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Nord-Ost. 26 October: Day of Remembrance and Sorrow

26 October 2012

Aleksandr Cherkasov


Ten years ago we were all hoping for a miracle. We wanted to believe that all the hostages of Nord-Ost would be alive and free, as General Vasiliev of the operation headquarters, now Deputy Vasiliev, told us on television. 

But there was no miracle. Of the 912 people taken hostage on 23rd October 2002 in the Dubrovka Theatre, 128 people were killed. Three of them died from bullet wounds, but 125 died after the release of gas by the assault team. The contents of this gas have remained secret to this day.

The truth just seems to be that all 40 Chechen terrorists were killed and not brought to trial, and then the full materials of the case have not been made available to the victims, their lawyers or the public. The truth has not simply been covered up - just a few individual details are known – but possibly will never be fully known. The investigation was undertaken by the same FSB that conducted the “counter-terrorist operation”, which is a clear conflict of interests. The names of those members of the operation headquarters who planned the assault and gave the orders, have been kept as secret as the contents of the gas.

Preparation for the attack went on from the very beginning, and the negotiations were only a cover-up. The operation headquarters had full information about what was happening inside: for days before the assault, members of the special force were situated behind the walls of the auditorium, and had planted microphones and cameras. There was no mass shooting of hostages, that allegedly brought on the inevitable assault. 

In correspondence with the European Court of Human Rights, Russia has nevertheless admitted that the gas was not harmless. Moreover, the European Court has commented that the assault operation was successful, but there were problems in the rescue operation for hostages. Generally, the court is repeating here the statements by Russian officials, who move responsibility for the operation headquarters, which worked excellently (“they prevented the blowing up of the building, and the death of all hostages”) to the city authorities which should have organised ensured the hostages were saved and given medical assistance. It is obvious that the use of gas demanded a co-ordinated and very rapid attack and rescue operation that would last no more than a few minutes. However, from the moment the gas was introduced into the theatre to the start of the evacuation of the hostages there passed a significantly longer period of time. At least 67 of the hostages were already dead at the start of the effort to save them. The doctors, who did not know the content of the gas and had no antidote, and were allowed to start their work too late, saved almost 800 people.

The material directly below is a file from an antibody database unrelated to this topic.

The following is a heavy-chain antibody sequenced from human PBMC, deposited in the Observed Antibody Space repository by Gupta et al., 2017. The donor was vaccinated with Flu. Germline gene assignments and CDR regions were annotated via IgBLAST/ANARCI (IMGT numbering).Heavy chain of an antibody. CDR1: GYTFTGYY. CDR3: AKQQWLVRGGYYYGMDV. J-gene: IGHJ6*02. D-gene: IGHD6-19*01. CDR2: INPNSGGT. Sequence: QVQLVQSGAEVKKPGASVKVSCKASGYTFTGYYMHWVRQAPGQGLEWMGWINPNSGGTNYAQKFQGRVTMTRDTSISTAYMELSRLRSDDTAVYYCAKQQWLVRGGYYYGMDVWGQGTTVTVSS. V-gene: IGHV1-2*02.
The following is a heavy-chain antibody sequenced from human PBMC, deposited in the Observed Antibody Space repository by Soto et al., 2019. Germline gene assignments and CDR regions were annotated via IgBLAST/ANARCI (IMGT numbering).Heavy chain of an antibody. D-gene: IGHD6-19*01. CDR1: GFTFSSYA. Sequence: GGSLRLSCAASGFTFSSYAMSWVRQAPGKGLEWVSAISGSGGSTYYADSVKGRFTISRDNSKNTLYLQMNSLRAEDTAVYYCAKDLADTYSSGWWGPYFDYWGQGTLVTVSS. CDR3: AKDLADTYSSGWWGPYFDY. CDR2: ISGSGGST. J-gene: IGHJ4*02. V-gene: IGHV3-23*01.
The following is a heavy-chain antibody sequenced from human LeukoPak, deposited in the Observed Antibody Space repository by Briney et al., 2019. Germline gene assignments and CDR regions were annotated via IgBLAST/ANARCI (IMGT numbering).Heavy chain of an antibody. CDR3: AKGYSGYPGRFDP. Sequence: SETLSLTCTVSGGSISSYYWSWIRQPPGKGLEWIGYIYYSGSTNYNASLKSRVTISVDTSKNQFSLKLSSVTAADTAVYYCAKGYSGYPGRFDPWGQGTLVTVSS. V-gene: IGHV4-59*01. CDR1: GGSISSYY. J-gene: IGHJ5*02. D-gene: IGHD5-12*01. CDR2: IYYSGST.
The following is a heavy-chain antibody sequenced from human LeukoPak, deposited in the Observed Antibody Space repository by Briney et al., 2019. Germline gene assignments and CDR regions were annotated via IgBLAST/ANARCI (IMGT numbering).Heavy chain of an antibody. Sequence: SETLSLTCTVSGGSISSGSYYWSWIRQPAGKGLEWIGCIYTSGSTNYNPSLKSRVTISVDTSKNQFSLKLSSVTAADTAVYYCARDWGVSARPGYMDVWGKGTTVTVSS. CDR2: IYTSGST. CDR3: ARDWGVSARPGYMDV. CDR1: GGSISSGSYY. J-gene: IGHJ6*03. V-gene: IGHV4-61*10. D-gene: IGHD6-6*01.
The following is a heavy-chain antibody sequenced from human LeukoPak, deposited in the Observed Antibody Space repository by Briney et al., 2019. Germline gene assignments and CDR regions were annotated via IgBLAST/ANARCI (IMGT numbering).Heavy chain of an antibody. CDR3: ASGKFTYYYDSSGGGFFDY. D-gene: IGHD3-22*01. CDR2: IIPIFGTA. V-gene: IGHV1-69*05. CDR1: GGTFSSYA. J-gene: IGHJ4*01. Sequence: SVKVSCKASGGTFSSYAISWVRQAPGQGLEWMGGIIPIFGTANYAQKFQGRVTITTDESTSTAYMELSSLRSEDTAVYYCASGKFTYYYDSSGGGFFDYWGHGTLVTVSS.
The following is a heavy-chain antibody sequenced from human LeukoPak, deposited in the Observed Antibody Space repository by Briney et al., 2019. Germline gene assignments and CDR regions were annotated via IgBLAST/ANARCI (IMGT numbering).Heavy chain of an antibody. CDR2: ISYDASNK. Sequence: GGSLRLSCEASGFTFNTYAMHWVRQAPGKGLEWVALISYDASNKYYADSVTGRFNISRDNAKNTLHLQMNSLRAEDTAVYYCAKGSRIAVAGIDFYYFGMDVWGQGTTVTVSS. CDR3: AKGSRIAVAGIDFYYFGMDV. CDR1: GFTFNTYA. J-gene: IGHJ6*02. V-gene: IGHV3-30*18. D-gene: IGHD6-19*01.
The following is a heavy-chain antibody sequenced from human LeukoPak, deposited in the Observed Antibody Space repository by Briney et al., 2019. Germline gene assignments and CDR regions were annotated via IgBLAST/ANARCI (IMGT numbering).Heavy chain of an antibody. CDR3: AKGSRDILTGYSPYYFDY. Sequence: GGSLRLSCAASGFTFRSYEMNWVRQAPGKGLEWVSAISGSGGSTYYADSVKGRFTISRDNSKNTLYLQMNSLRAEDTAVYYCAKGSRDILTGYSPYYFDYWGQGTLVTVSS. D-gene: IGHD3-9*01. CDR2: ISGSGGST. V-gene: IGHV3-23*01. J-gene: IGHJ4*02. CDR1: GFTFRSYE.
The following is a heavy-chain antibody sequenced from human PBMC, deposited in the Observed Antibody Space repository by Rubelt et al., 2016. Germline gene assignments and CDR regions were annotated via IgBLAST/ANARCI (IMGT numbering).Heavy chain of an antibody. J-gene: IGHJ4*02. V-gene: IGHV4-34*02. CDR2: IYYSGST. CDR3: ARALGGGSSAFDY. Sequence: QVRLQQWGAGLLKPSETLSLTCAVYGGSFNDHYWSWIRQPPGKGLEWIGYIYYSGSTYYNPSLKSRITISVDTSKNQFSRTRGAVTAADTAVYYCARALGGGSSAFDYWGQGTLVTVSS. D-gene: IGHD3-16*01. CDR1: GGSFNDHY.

The Nord-Ost tragedy has not become a national one. It has neither been discussed nor analysed, despite the fact that terrorism in Russia is continuing. Even last year, when a more aware public sought to bring the authorities to account, there is no mention of such a suicidal “war with terrorism.” Is it not because this bringing to account is directed against oneself, and against one’s own past indifference? After all, all these years society if it did not approve, then it at least tolerated, the war in the North Caucasus. The refusal to take part in negotiations to save human lives; the exercise of force; and the realisation of one’s aims at any price – that is what returned to Moscow, to the Dubrovka theatre centre ten years ago.

For ten years the hostages themselves and their relatives, journalists and lawyers have done a great deal. The main thing is that the tragedy has not just become a statistic. The hostages who died have not remained anonymous: a year ago the non-profit organisation Nord-Ost published a book in memory of the victims, “We Shall Not Die”, where all those 130 killed at Dubrovka have found a place.

Today is a day of sorrow for all of us. And for those members of Memorial, wherever they may be. Ten years ago we all hoped for a miracle, which did not happen. The only thing we can do is to preserve the memory of those who died, and to find out the truth.

About the author: Aleksandr Cherkasov, chair of the board of Memorial Human Rights Centre. This article was first published on the author’s blog on the website of Ekho of Moscow radio station.